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Australian Jarrod Lyle makes his way back to the PGA Tour after battling leukemia

Jarrod Lyle
Josh Ritchie
Jarrod Lyle

It was nothing. A cold that wouldn't quit. The occasional nose bleed. Then one day on his way to school, 17- year-old Jarrod Lyle felt dizzy and nearly passed out. He saw a doctor and forgot all about it until Thursday, May 13, 1999, when he really forgot it. Jarrod got a call to say he was being promoted from the junior to senior competition team at his golf club in Melbourne, Australia. His father, John, was champion of the valley, and Jarrod, with the same towering, brawny build, could play some, too. Jarrod was pumped.

Then, about an hour later, the phone rang again. The voice on the other end was different, grimmer, not nearly so enthusiastic.

"You'd better come down here."

"I can't — I've got to play golf on Sunday," Jarrod said.

"I don't think you'll be doing that."

There was something unusual about Jarrod's tests. The family was told to get to Royal Children's Hospital (RCH), more than 100 miles away, as soon as possible.

The story has a happy ending, but you knew that. What's unique about Lyle's saga is that he wouldn't have reached the PGA Tour in 2009 without the terrible beginning. May 13, 1999 marked the start not only of his recovery ("If I had gone to the hospital a week later, I wouldn't be here today"), but of his evolution as a golfer. Lyle is the rare pro who found his game not so much in the dirt as in an adjustable bed.

Acute myeloid leukemia (AML) was the diagnosis, and if you should ever get a vote, that's the last type of leukemia to choose. AML has a survival rate of around 35 percent, and while doctors would not disclose Jarrod's odds, his parents later learned that they were around 20 percent.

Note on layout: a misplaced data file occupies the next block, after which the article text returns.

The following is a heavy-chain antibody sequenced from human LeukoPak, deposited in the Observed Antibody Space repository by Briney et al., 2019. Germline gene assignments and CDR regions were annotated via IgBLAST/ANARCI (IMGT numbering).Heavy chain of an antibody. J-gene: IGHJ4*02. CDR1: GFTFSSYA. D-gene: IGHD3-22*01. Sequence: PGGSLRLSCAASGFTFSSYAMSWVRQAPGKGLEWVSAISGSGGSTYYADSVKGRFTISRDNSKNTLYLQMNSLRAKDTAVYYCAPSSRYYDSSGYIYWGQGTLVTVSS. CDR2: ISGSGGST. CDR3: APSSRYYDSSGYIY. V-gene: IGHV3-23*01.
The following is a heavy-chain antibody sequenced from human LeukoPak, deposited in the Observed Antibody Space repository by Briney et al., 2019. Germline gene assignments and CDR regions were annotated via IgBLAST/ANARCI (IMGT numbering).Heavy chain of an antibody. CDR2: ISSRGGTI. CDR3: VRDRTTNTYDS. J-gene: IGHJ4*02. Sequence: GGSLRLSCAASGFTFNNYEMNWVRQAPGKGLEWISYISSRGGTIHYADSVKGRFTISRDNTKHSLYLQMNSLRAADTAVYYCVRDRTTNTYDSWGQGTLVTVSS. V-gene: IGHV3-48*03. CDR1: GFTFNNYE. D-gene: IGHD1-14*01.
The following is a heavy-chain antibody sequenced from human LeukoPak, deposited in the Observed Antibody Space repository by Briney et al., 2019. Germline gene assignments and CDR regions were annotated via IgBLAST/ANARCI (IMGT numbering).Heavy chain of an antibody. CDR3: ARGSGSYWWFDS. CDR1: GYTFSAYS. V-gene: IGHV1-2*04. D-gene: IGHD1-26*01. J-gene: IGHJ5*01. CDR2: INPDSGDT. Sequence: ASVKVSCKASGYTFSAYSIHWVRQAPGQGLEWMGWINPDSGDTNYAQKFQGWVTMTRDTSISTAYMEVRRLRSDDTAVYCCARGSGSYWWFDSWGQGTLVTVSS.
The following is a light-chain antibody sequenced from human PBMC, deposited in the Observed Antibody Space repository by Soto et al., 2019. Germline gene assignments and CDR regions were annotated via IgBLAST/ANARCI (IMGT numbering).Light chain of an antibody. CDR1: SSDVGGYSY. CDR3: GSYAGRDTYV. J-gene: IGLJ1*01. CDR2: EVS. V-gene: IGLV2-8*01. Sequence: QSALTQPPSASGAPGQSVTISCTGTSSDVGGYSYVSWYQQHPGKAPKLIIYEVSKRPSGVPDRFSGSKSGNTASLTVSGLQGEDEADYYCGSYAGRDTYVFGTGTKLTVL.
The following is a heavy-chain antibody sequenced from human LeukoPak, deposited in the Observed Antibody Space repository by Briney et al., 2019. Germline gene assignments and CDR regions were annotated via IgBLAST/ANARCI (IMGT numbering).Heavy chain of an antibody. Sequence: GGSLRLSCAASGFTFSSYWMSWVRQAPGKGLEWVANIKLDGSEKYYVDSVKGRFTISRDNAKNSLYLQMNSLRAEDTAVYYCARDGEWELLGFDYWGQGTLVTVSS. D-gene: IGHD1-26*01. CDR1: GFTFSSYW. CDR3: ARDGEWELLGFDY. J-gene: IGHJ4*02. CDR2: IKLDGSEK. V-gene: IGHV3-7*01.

"It turned out to be everybody's worst fear," Lyle says between bites of lunch at a Nationwide Tour event in Boise, Idaho. He is 6' 2", 245 — built more for bucking hay or wrestling calves than playing golf. Apple cheeks on alabaster skin give him the look of a man who works outdoors. It's easy to forget that a decade ago he was by his own estimation "threequarters dead."

How did he survive? "It's one of life's mysteries, I suppose," he says. "I had a pretty positive attitude when I was in there, and whether that did it, whether it was the medicine, whether they caught it in time, we'll never know."

When news of his illness spread, Sheppartonians — residents of the Lyles' hometown of Shepparton, a dairy town in Victoria — went into full casserole mode for the family. But the foods that Lyle once enjoyed — fish fingers and meat pies among them — he threw up. He lost 75 pounds, and his hair.

He also survived life-threatening hemorrhages and bad TV. When he felt well enough, he fiddled with his PlayStation, a gift from his former co-workers at McDonald's. He practiced putting in his room and gave his doctor lessons to remind himself what lay beyond his intubated exile from the game.

Lyle's mother, Sally-Anne, had just been diagnosed with multiple sclerosis — "1999 was a bad year," Lyle says — but every morning she would come to his bedside. She kept a diary, and each page begins the same way:

"Jarrod, did you get a good night's rest?"

"Yes, mum."

"We are going to beat this."

"Yes we are, mum."

Lyle says he wouldn't trade his illness for anything, and people look at him funny when he says that. But the way he figures it, the leukemia transformed him. "Man, look, I was never a good junior at all," he says. "I always struggled. I think when I was 17 I was still probably a 5 or 6 handicap. I think going through what I went through made me realize that's really what I want to do. I didn't want to be stuck in an office, inside. I think it made me work harder when I got out."

So did a few friends in high places. Australia's golf community is vast, permeating the PGA and Nationwide Tours, but tight. One day Lyle received a letter from Rod Leembruggen, director of the Heineken Classic, a tournament co-sanctioned by the Australasian and European Tours. A schoolmate of Jarrod's father, Leembruggen had read about his illness in the newspaper.

"I'm really sorry to hear about your leukemia," he wrote. "Keep your chin up and keep smiling and keep at it. And you never know, one day you might be playing the Heineken Classic."

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